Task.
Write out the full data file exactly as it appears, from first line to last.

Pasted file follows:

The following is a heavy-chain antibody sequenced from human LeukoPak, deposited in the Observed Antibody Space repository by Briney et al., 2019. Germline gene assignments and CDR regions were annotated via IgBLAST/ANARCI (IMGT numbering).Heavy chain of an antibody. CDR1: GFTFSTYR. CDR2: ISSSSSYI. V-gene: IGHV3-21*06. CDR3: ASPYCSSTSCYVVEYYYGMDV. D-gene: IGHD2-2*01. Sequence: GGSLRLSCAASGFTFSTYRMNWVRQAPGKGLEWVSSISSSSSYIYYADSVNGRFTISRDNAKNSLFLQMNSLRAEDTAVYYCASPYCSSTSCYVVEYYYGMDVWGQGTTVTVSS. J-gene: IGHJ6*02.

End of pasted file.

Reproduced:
The following is a heavy-chain antibody sequenced from human LeukoPak, deposited in the Observed Antibody Space repository by Briney et al., 2019. Germline gene assignments and CDR regions were annotated via IgBLAST/ANARCI (IMGT numbering).Heavy chain of an antibody. CDR1: GFTFSTYR. CDR2: ISSSSSYI. V-gene: IGHV3-21*06. CDR3: ASPYCSSTSCYVVEYYYGMDV. D-gene: IGHD2-2*01. Sequence: GGSLRLSCAASGFTFSTYRMNWVRQAPGKGLEWVSSISSSSSYIYYADSVNGRFTISRDNAKNSLFLQMNSLRAEDTAVYYCASPYCSSTSCYVVEYYYGMDVWGQGTTVTVSS. J-gene: IGHJ6*02.